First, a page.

Just north of San Francisco lies Drakes Estero, where Indians traditionally harvested shellfish and which for nearly a century functioned as a commercial oyster farm, yielding some 500,000 pounds of meat annually while providing income to the farmers who worked there, with zero negative environmental impact. That all changed under the Obama administration.
In their latest success story, Obama's Department of the Interior worked with preservationists to shut it down, and they did so by deliberately "cooking" the books - altering scientific evidence to support their political goals.
The idea that Lunny's farm was a heavy industry that imperiled the park's wildlife was, for a while at least, the core reason for evicting him. But for the U.S. Department of the Interior (DOI), the only agency with the power to enforce full wilderness protection, there was one problem with this argument: proving it.
To the bewilderment and eventual outrage of Lunny's advocates in California and Washington, D.C.—U.S. Senator Dianne Feinstein chief among them—the DOI and its National Park Service spent much of the past decade using scientifically unsound, and at times bizarre, tactics to prove the oyster farm had to go. "The Park Service has falsified and misrepresented data, hidden science and even promoted employees who knew about the falsehoods, all in an effort to advance a predetermined outcome against the oyster farm," Feinstein wrote to then-secretary of the interior Ken Salazar in March 2012. "It is my belief that the case against Drakes Bay Oyster Company is deceptive and potentially fraudulent.”
After Lunny accepted some legal aid from a libertarian group in Washington, D.C., the rhetoric from environmentalists turned apocalyptic. Amid howls of Koch brothers lurking and baby seals dying, the oyster farm’s request for a 10-year lease extension was described as “a precedent-setting land-grab effort” and a step toward privatizing the entire National Park System. In the face of this escalation, Feinstein’s coalition drew in Republican congressmen, former California lawmakers and dissenting Bay Area progressives, including the chef Alice Waters and the writer Michael Pollan.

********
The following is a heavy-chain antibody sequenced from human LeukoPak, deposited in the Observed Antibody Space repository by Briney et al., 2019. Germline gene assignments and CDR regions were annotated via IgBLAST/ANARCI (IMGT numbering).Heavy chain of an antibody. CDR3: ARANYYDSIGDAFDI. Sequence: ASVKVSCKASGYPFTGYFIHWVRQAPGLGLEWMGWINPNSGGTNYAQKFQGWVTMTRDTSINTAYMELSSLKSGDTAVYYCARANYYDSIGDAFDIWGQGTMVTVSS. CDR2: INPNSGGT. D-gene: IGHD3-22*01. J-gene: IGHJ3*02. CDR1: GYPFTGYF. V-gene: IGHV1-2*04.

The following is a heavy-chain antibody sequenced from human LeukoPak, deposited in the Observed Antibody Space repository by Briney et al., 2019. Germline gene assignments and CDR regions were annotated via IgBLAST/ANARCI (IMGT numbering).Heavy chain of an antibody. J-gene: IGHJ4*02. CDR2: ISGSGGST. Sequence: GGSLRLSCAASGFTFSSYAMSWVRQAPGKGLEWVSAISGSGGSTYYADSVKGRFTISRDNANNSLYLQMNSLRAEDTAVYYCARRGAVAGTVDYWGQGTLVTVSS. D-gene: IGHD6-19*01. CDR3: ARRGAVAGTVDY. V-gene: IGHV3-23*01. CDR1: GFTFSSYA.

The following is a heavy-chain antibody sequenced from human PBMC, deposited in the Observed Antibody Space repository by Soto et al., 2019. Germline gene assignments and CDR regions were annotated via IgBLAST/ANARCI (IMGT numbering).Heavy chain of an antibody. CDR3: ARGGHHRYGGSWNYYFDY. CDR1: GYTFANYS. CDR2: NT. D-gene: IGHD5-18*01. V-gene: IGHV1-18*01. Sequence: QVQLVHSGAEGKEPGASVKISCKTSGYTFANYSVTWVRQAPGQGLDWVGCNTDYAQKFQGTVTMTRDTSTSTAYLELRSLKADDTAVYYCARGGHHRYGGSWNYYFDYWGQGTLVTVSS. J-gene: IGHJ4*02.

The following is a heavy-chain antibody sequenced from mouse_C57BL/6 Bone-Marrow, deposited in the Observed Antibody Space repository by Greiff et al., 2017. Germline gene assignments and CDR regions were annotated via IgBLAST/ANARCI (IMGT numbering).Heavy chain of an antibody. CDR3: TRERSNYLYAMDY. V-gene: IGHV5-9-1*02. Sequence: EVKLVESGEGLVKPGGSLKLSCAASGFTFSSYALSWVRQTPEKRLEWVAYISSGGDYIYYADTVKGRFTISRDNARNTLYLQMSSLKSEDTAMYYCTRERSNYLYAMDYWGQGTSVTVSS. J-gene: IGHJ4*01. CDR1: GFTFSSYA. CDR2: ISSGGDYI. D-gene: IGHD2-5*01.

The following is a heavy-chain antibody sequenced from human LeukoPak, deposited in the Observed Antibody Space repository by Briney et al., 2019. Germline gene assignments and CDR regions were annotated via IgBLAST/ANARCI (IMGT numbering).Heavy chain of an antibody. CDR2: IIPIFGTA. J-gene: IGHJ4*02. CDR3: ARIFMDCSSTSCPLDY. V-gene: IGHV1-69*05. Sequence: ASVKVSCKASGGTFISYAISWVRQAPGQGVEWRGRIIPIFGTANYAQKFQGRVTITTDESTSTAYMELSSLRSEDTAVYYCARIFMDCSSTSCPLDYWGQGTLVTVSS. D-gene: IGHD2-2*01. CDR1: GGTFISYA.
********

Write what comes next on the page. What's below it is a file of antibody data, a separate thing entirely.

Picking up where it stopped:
When the conflict between the Park Service and the Lunny family first erupted in 2007, the Marin County Board of Supervisors reached out to two people: Feinstein and Corey Goodman, a National Academy of Sciences (NAS) member and a former University of California, Berkeley, and Stanford biology professor who lives near Point Reyes. They discovered a Park Service outpost whose scientists had published dubious environmental reports that, for example, erroneously attributed one seal colony’s 80 percent decline to the oyster farm. The disappearing seals, Goodman later learned, had merely relocated closer to the farm.
Feinstein called on the NAS to conduct an external review of the Park Service’s environmental studies. The resulting report concluded that Park Service scientists, in setting out to prove the farm was causing environmental harm, had "selectively presented, over-interpreted, or misrepresented the available scientific information" and “exaggerated the negative and overlooked potentially beneficial effects of the oyster culture operation."
Yes, the usual dog-whistles were involved: the evil Koch brothers, dead baby seals; you name it, the preservationists used it. Perhaps the most amazing thing about all of this is that even devout Leftist Feinstein recognized the value of the operation, both in terms of jobs at the farm itself and in the larger community, at restaurants and grocers. She deplored the manipulation of scientific evidence for political gain, odd as that may seem to most conservative observers. And yet, even the high-powered Senator, backed with expert scientific perspective, was unable to alter the political goal, and the DOI shut the operation down.
Not only that, they promoted the individuals responsible for the manipulations, although one has since left the agency:
Since 2007, three Park Service employees that Frost charged with scholarly or administrative misconduct have been promoted within the agency. The USGS and DOI declined to comment on this story. U.S. Representative Jared Huffman, whose 2nd congressional district includes Point Reyes (and whose office has had copies of Stewart’s reports since May 2013), also declined comment on this story, as did Marcia McNutt, who served as USGS director from 2009 to 2013 and is now editor-in-chief of the journal Science.
There's a reason why I've not renewed my subscription to that journal. People who believe in manipulating data to achieve political ends are never to be trusted.